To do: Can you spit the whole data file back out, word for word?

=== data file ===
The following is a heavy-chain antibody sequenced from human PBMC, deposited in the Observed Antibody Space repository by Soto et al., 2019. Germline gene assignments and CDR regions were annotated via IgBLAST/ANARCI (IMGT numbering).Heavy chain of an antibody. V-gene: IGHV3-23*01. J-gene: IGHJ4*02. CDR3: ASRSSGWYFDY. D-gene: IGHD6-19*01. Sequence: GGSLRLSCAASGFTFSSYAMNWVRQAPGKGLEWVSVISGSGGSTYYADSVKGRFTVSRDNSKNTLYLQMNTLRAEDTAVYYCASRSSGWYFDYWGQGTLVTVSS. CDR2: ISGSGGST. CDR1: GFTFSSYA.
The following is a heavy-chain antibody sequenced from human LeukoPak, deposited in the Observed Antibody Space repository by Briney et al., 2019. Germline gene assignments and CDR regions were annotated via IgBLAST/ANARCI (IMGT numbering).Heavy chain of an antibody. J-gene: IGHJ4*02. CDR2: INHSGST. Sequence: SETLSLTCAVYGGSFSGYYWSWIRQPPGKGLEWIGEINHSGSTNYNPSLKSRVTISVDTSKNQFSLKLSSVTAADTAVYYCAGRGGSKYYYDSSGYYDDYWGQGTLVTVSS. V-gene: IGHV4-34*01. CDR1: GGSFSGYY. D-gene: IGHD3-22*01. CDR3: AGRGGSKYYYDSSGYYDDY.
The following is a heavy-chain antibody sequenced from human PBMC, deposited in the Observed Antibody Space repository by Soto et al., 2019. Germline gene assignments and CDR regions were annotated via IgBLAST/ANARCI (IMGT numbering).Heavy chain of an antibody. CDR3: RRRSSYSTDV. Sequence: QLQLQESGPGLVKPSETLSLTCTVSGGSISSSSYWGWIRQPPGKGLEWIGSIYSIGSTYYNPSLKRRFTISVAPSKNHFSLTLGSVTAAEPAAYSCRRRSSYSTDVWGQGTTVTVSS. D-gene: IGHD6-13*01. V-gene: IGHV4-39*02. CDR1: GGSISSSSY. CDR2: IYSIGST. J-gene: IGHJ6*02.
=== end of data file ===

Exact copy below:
The following is a heavy-chain antibody sequenced from human PBMC, deposited in the Observed Antibody Space repository by Soto et al., 2019. Germline gene assignments and CDR regions were annotated via IgBLAST/ANARCI (IMGT numbering).Heavy chain of an antibody. V-gene: IGHV3-23*01. J-gene: IGHJ4*02. CDR3: ASRSSGWYFDY. D-gene: IGHD6-19*01. Sequence: GGSLRLSCAASGFTFSSYAMNWVRQAPGKGLEWVSVISGSGGSTYYADSVKGRFTVSRDNSKNTLYLQMNTLRAEDTAVYYCASRSSGWYFDYWGQGTLVTVSS. CDR2: ISGSGGST. CDR1: GFTFSSYA.
The following is a heavy-chain antibody sequenced from human LeukoPak, deposited in the Observed Antibody Space repository by Briney et al., 2019. Germline gene assignments and CDR regions were annotated via IgBLAST/ANARCI (IMGT numbering).Heavy chain of an antibody. J-gene: IGHJ4*02. CDR2: INHSGST. Sequence: SETLSLTCAVYGGSFSGYYWSWIRQPPGKGLEWIGEINHSGSTNYNPSLKSRVTISVDTSKNQFSLKLSSVTAADTAVYYCAGRGGSKYYYDSSGYYDDYWGQGTLVTVSS. V-gene: IGHV4-34*01. CDR1: GGSFSGYY. D-gene: IGHD3-22*01. CDR3: AGRGGSKYYYDSSGYYDDY.
The following is a heavy-chain antibody sequenced from human PBMC, deposited in the Observed Antibody Space repository by Soto et al., 2019. Germline gene assignments and CDR regions were annotated via IgBLAST/ANARCI (IMGT numbering).Heavy chain of an antibody. CDR3: RRRSSYSTDV. Sequence: QLQLQESGPGLVKPSETLSLTCTVSGGSISSSSYWGWIRQPPGKGLEWIGSIYSIGSTYYNPSLKRRFTISVAPSKNHFSLTLGSVTAAEPAAYSCRRRSSYSTDVWGQGTTVTVSS. D-gene: IGHD6-13*01. V-gene: IGHV4-39*02. CDR1: GGSISSSSY. CDR2: IYSIGST. J-gene: IGHJ6*02.